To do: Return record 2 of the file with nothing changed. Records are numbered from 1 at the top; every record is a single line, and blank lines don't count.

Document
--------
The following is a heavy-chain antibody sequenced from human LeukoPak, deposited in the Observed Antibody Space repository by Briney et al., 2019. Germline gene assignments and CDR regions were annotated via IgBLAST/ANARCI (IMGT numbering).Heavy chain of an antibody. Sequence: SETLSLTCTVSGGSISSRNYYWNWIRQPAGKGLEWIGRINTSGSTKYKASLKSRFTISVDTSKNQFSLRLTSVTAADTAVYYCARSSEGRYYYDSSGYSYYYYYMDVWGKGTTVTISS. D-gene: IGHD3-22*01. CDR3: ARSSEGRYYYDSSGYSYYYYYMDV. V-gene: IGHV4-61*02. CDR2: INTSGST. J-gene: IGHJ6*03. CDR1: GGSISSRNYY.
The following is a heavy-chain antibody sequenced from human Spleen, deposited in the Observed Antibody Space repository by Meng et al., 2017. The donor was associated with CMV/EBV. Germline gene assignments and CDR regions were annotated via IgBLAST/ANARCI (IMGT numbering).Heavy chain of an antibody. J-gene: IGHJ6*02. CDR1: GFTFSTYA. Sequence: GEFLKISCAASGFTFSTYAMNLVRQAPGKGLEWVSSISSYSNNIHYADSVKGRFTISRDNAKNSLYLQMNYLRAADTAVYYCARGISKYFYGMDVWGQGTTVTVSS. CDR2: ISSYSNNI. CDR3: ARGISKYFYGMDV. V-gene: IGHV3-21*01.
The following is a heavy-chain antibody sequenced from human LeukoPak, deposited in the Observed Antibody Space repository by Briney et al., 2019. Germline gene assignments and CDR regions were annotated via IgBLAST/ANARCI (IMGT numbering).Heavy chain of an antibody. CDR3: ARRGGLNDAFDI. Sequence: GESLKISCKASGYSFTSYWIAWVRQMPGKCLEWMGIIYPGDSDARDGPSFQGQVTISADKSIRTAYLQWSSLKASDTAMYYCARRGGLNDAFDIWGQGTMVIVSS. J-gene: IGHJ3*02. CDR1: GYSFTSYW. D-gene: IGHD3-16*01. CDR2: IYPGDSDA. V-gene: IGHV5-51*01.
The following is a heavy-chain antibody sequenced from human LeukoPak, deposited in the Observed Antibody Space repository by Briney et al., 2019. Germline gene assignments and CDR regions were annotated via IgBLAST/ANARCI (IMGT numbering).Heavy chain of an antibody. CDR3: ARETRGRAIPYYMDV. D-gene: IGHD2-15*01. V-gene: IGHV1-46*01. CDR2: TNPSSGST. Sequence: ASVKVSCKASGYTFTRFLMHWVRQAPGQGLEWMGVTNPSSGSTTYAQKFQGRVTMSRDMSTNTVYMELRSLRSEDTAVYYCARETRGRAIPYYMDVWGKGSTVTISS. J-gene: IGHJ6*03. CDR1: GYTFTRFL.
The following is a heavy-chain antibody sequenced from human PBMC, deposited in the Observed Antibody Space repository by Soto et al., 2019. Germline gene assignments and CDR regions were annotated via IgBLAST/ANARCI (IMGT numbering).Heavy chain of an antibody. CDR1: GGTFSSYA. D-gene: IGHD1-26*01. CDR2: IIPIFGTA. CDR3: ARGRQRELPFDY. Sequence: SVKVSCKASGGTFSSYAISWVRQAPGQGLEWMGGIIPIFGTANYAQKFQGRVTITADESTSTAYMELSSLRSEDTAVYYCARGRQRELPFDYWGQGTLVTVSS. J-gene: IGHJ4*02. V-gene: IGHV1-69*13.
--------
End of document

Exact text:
The following is a heavy-chain antibody sequenced from human Spleen, deposited in the Observed Antibody Space repository by Meng et al., 2017. The donor was associated with CMV/EBV. Germline gene assignments and CDR regions were annotated via IgBLAST/ANARCI (IMGT numbering).Heavy chain of an antibody. J-gene: IGHJ6*02. CDR1: GFTFSTYA. Sequence: GEFLKISCAASGFTFSTYAMNLVRQAPGKGLEWVSSISSYSNNIHYADSVKGRFTISRDNAKNSLYLQMNYLRAADTAVYYCARGISKYFYGMDVWGQGTTVTVSS. CDR2: ISSYSNNI. CDR3: ARGISKYFYGMDV. V-gene: IGHV3-21*01.